Stereotypes are often at the heart of equity issues and equal access of students and parents within the education system. Low income doesn’t equal low achieving, nor does low income automatically mean black.
Public schools judge Black boys based on their zip-code.
We have to stop treating children as if they are the problem and actually fix the problems that cause students to gain more failures than successes. The stigma, myths, and stereotypes placed on students because of socioeconomic and race factors into their level of achievement in school. This is why it’s not only important for Educators to change the stigma of student success from lower-income families and communities but school Districts should also drive this need for change.
I’m more frequently hearing non profits, school districts, and leaders refer to black, brown and mixed-race children as “Title I, low income, disadvantaged, misguided, troubled, or special cases” as opposed to simply being “students.” Parents and students have said they feel there’s a need to distinguish what “type” of student is being taught as opposed to simply embracing the students that enter the school doors.
Although, Black students aren’t the only students who face this issue, they often feel it the most especially if they are from a low income community, have a special need, learning disability, etc. Some common stereotypes of Black boys from lower income communities are:
- They come from fatherless homes.
- They have one incarcerated parent.
- They have severe behavior/discipline problems.
- They have low academic achievement.
Black boys most often experience being stereotyped in general education classrooms. The assumptions about Black boys, as well as their parents, are reflected in how faculty and staff engage with them. The challenge with stereotypes is that educators often target entire groups of people, categorizing them based on the effects of epidemics.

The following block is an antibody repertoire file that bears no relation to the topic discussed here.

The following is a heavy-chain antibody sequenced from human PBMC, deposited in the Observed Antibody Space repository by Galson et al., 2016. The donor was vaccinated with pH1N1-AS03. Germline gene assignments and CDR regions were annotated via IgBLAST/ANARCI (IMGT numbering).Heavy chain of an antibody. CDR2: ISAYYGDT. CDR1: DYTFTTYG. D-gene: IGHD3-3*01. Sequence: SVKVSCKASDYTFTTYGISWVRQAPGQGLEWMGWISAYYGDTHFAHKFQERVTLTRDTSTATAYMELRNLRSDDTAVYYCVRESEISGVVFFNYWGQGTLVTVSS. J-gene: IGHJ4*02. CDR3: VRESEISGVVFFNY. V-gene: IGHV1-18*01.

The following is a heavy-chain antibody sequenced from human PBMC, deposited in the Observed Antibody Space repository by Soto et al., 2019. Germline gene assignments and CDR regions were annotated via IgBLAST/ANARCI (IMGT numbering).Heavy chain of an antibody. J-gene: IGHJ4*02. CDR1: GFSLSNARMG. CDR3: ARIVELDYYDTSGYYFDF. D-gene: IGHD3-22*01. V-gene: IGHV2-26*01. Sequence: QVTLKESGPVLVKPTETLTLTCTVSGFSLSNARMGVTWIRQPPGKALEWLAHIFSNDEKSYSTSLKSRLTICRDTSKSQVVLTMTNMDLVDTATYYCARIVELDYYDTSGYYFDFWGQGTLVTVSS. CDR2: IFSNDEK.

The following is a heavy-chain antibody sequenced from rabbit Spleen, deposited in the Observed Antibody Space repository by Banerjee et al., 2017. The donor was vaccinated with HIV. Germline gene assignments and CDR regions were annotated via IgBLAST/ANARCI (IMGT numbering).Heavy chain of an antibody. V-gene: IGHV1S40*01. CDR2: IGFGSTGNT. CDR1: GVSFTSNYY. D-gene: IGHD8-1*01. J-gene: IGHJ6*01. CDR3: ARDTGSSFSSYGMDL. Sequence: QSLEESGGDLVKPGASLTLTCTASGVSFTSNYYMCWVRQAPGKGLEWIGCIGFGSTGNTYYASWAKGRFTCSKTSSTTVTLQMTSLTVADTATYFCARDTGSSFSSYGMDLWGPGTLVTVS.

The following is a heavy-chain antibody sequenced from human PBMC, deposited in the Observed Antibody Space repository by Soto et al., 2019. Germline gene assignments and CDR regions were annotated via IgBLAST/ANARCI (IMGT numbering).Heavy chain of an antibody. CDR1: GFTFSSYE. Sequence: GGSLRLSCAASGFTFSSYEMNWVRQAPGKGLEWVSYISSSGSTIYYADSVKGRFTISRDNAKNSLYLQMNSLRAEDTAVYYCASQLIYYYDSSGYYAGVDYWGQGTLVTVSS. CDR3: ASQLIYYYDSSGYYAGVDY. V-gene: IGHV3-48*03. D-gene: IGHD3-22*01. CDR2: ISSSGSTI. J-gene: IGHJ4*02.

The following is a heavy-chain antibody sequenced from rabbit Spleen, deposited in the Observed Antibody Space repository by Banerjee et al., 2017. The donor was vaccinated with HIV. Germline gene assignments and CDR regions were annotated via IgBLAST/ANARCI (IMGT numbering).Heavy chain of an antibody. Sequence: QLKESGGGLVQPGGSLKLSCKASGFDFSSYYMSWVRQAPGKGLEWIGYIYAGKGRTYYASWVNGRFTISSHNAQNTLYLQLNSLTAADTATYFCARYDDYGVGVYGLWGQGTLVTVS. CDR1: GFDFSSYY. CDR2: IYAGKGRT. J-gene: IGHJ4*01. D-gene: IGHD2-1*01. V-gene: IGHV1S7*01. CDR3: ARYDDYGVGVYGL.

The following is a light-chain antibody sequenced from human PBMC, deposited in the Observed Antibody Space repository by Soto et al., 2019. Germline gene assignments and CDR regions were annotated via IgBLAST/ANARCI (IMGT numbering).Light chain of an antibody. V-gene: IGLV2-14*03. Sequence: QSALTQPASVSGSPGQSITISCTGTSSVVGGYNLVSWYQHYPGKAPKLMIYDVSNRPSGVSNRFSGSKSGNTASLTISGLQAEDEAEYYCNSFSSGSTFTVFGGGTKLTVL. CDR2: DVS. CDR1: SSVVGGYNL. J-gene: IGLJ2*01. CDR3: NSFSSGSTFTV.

“I’m not a success story because I’m black, or where I come from, I’m a success story because I worked hard to obtain success!”
I hear this from a lot of Black boys who have to fight to prove they aren’t a bad student. Black boys often share stories about the lack of support from their teachers. Several of my students have told me through surveys and written assignments that they have had teachers tell them that they hood and won’t even make it to graduation. It seems like that’s something we only read in stories or episodes of scared straight programming from Black boys caught in the school to prison pipeline.
We can’t be too busy trying to save Black boys that we lose them from pushing negative stereotypes on them.
Hearing the voices of students about the challenges and stereotypes they face in school was refreshing. I was proud of how the students were able to articulate the issues and point out how they plan to change these stereotypes. Whether through music, art, education, leadership and furthering their academic careers, these students displayed hope for the future in dispelling the ugly myths and stereotypes of people based on their socioeconomic status or race in education.
Jason has worked in education for over 15 years as a teacher, blogger and community advocate. He speaks and writes primarily about the need to improve education for Black boys, particularly increasing the number of Black male educators in schools. In addition to blogging here at EdLanta, Jason is also a featured writer at Education Post.